As Ms. Dean returned from the flooring store, she saw that the victim was out of his vehicle and was scuffling with two black men, who were between the approximate ages of nineteen and twenty-five years old. She said that the victim had one hand in his pocket and was fighting them with one hand. She testified that the two men kept hitting the victim but that eventually he was able to run toward the market. She testified that, when the victim opened up the door to the market, he was shot in the back. Although she did not see the shooter's face, Ms. Dean testified that the shorter black man fired the shot.
Ms. Dean stated that she witnessed a white truck approach from the side of the store and that the two guys jumped into the bed of the truck. She testified that the driver of the truck was a white female that she recognized as someone who had visited Ms. Dean's neighbor's house before. Ms. Dean also said that she identified the driver of the white truck in a photo lineup.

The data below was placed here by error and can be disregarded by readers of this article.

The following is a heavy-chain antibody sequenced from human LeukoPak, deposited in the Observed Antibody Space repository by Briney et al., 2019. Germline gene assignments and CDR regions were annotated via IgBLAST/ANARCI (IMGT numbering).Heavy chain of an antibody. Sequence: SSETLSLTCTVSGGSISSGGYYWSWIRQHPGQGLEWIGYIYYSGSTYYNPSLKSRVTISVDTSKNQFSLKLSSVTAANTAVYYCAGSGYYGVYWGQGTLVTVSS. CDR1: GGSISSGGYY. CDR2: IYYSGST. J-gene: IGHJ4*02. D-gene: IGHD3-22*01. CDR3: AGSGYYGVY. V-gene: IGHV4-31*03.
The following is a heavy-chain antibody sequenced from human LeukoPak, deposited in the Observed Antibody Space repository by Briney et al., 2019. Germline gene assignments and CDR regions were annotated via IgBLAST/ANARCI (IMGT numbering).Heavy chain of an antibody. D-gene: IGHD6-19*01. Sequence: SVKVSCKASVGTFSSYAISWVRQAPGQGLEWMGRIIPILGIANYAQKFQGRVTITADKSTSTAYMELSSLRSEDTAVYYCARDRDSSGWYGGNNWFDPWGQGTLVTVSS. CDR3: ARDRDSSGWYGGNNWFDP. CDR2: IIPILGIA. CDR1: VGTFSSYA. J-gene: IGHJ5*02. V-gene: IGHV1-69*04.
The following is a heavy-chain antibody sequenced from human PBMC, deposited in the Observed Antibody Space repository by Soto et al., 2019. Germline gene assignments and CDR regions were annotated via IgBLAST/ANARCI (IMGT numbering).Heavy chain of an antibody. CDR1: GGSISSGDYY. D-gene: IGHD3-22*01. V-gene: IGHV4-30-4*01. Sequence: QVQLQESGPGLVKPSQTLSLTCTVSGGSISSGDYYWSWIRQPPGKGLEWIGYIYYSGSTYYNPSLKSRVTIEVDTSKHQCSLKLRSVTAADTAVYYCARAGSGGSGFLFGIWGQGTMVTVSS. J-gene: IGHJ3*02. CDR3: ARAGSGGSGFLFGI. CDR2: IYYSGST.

On cross-examination, Ms. Dean admitted that she had bought prescription drugs from her neighbor, Ms. Mayfield's grandmother. She also acknowledged that the victim was addicted to pills.
Officer Po Cheng, employed by the Metropolitan Nashville Police Department, testified that, as he was responding to another call around 4:30 p.m. on October 6, 2007, he drove by the market at 839 Dickerson Pike and was flagged down by a large group of people, who told him that someone had been shot. Officer Cheng said that he went inside the market and located the victim, whom he described was "in bad shape." He recalled that the victim was making some gurgling noises and was not able to respond to questions.